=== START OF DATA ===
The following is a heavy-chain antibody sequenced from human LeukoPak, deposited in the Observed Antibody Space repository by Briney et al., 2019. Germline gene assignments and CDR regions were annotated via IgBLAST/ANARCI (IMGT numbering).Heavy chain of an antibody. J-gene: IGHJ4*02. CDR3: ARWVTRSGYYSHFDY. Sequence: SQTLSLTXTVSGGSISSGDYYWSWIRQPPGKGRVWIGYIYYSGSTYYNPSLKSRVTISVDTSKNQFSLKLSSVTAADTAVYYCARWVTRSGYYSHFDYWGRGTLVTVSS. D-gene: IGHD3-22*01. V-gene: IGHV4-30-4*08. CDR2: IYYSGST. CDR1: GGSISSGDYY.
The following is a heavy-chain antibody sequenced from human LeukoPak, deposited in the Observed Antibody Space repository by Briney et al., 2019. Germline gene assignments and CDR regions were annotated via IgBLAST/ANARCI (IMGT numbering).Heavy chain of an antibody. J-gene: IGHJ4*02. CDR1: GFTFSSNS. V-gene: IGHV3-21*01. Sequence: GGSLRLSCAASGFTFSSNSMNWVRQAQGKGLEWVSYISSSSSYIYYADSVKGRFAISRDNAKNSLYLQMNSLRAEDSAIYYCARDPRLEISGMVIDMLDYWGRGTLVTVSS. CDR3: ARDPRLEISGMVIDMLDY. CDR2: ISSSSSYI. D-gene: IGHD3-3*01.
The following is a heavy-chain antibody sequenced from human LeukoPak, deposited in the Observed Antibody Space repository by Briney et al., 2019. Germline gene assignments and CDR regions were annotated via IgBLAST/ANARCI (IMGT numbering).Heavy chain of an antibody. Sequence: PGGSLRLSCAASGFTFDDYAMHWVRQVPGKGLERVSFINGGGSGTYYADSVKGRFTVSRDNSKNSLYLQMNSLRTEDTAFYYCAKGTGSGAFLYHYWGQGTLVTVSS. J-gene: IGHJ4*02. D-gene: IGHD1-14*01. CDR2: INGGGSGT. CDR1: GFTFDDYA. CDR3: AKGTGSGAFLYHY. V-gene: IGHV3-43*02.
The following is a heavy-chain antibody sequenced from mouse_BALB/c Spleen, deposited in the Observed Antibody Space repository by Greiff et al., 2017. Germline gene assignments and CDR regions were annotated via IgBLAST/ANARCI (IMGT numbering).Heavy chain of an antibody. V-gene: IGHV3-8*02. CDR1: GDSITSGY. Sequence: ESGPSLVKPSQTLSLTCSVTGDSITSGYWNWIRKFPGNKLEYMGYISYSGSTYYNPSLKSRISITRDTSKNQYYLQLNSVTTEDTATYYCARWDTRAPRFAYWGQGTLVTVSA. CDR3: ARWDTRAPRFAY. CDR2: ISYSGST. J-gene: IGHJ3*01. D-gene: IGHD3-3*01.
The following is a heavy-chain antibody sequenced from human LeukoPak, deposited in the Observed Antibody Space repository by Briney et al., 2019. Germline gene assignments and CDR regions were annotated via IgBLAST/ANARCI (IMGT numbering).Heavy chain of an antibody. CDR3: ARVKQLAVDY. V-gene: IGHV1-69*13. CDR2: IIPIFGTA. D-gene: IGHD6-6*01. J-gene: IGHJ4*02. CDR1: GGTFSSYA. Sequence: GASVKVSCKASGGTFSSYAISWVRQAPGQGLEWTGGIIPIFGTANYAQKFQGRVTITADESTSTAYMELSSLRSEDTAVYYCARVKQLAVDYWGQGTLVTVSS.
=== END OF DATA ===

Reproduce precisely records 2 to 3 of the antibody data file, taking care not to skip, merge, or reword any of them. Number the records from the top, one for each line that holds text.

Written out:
The following is a heavy-chain antibody sequenced from human LeukoPak, deposited in the Observed Antibody Space repository by Briney et al., 2019. Germline gene assignments and CDR regions were annotated via IgBLAST/ANARCI (IMGT numbering).Heavy chain of an antibody. J-gene: IGHJ4*02. CDR1: GFTFSSNS. V-gene: IGHV3-21*01. Sequence: GGSLRLSCAASGFTFSSNSMNWVRQAQGKGLEWVSYISSSSSYIYYADSVKGRFAISRDNAKNSLYLQMNSLRAEDSAIYYCARDPRLEISGMVIDMLDYWGRGTLVTVSS. CDR3: ARDPRLEISGMVIDMLDY. CDR2: ISSSSSYI. D-gene: IGHD3-3*01.
The following is a heavy-chain antibody sequenced from human LeukoPak, deposited in the Observed Antibody Space repository by Briney et al., 2019. Germline gene assignments and CDR regions were annotated via IgBLAST/ANARCI (IMGT numbering).Heavy chain of an antibody. Sequence: PGGSLRLSCAASGFTFDDYAMHWVRQVPGKGLERVSFINGGGSGTYYADSVKGRFTVSRDNSKNSLYLQMNSLRTEDTAFYYCAKGTGSGAFLYHYWGQGTLVTVSS. J-gene: IGHJ4*02. D-gene: IGHD1-14*01. CDR2: INGGGSGT. CDR1: GFTFDDYA. CDR3: AKGTGSGAFLYHY. V-gene: IGHV3-43*02.